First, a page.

The supply of horses for the cavalry was one of the weakest points in the Greek army system; one third of the peace establishment was always deficient, and of the remaining two thirds, 50 percent in round numbers, were utterly unfit for service. The native horses being but little suitable for purposes of war, the cavalry was almost entirely dependent for its supply on foreign countries.

The Artillery was divided into 3 Regiments, two with 7 batteries each, and one with 6 batteries. Of these some were armed with 87 mm. guns (= 3.45 in.) and some with 75 mm. guns, (= 3 in. very nearly). One or two of the mountain batteries had guns of the latter calibre. Besides these there was a company of Artillery artificers, and a company of Artillery Train. Altogether there were 86 Field and 54 Mountain guns, being respectively 16 and 51 guns short of the necessary complement. The prescribed military training of 40 days for the reserve, and 15 days for the Landwehr had never been seriously enforced.

The ordinary training of the troops has latterly been more and more neglected partly in consequence of the low numbers, and partly on account of the multifarious duties required of the troops on the frontier, as police, and in the repression of brigandage. The small interest taken by the Officers in the training of the troops was still further diminished by the political events of the country, especially the elections, the changes of ministry, and by the financial as well as political difficulties by which the country had always been beset.

The young and inexperienced subalterns were without practice, stimulus, or authoritative supervision by their superiors. The War Ministry was compelled by lack of funds to discontinue the rifle practice of the Infantry entirely, and to reduce that of the Artillery to a minimum. As far as the military development of the troops is concerned therefore, the last few years had been almost entirely lost.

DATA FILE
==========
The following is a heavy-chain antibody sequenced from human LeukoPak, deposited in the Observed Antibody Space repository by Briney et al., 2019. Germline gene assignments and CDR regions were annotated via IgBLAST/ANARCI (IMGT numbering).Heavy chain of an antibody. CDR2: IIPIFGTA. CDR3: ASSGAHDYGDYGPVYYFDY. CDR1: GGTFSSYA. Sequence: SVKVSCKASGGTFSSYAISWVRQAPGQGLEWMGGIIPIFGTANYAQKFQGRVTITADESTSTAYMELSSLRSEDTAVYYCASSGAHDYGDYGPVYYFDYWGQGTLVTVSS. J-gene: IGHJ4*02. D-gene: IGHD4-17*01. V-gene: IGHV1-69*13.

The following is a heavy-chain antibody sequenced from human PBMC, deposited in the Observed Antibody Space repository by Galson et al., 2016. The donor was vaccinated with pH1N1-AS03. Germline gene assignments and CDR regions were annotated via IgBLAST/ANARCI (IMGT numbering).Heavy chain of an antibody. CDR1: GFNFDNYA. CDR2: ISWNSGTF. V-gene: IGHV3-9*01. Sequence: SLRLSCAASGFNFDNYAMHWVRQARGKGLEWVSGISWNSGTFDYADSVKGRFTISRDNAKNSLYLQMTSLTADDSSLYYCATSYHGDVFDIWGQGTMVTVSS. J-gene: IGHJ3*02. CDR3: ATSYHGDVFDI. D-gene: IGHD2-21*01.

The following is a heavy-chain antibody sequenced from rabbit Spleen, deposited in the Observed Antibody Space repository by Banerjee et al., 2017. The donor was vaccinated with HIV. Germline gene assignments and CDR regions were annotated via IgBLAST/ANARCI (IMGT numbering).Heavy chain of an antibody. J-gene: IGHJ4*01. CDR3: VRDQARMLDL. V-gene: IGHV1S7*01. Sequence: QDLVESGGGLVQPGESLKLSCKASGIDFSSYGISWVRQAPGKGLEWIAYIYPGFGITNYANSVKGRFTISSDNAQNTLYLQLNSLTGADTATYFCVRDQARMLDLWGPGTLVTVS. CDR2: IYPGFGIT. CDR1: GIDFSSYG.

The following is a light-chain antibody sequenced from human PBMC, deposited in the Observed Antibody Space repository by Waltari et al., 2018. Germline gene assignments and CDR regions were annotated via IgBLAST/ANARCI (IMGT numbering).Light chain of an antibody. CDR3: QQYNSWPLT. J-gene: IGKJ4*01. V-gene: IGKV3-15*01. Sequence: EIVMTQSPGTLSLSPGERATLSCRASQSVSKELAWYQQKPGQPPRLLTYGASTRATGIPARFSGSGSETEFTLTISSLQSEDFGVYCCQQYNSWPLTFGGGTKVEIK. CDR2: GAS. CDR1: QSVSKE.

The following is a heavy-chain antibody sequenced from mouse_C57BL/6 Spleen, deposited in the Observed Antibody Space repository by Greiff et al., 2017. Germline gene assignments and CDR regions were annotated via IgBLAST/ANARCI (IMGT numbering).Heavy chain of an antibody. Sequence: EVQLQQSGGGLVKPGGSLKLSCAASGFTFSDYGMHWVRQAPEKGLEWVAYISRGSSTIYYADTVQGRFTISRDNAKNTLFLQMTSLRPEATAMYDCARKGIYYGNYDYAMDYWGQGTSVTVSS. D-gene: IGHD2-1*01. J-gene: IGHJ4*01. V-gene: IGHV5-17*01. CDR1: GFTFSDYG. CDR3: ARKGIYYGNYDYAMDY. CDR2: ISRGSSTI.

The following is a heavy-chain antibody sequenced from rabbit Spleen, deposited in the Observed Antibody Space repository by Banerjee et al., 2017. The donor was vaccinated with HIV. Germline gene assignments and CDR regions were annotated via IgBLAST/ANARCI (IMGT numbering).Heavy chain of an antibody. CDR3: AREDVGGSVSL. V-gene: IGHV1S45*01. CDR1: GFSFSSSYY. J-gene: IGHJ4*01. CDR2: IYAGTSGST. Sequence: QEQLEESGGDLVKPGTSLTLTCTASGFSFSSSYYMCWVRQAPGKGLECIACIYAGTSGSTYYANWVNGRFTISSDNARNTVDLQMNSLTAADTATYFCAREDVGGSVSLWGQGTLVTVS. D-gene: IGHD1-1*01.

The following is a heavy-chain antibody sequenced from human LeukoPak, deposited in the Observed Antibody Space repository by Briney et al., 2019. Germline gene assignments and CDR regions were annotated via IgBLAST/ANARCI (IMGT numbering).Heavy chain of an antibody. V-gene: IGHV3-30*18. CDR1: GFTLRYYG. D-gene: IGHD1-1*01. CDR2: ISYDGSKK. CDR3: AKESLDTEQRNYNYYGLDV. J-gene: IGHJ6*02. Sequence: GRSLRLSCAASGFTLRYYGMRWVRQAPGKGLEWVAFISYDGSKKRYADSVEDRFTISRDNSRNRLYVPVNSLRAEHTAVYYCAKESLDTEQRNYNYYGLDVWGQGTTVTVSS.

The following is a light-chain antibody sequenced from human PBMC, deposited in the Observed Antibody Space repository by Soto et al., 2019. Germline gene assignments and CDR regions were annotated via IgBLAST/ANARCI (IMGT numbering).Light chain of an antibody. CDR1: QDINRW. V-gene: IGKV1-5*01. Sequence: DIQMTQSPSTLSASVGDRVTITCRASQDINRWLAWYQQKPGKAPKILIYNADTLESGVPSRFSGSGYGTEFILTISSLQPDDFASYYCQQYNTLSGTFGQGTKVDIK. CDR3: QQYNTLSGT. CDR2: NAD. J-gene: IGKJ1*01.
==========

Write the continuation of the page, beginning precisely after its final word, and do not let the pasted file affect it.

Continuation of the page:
One of the most mischievous features in the Greek army is the share taken by the Officers in political life. In the year 1895, for example, 104 Officers came forward as candidates in the parliamentary elections, of whom 30 were chosen as representatives. Even if this share in politics cannot strictly be measured by the standards of Western Europe (for the sympathy of the army with the public life of such newly-erected constitutions as the Balkan States is unavoidable), it nevertheless is certain that these conditions are fatal to the spirit and discipline of the respective armies.

The continuous disorders that had troubled Turkey for years, and the grave defects of the Turkish system of government upon which these disorders threw light, roused in Greece the hope of a speedy breaking-up of Turkey. At the same time the conviction had deepened that the Greek military system in its present condition was by no means fitted to support, or eventually to defend, the Greek claims upon the inheritance to which they hoped to succeed.

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Page last modified: 27-08-2016 15:34:56 ZULU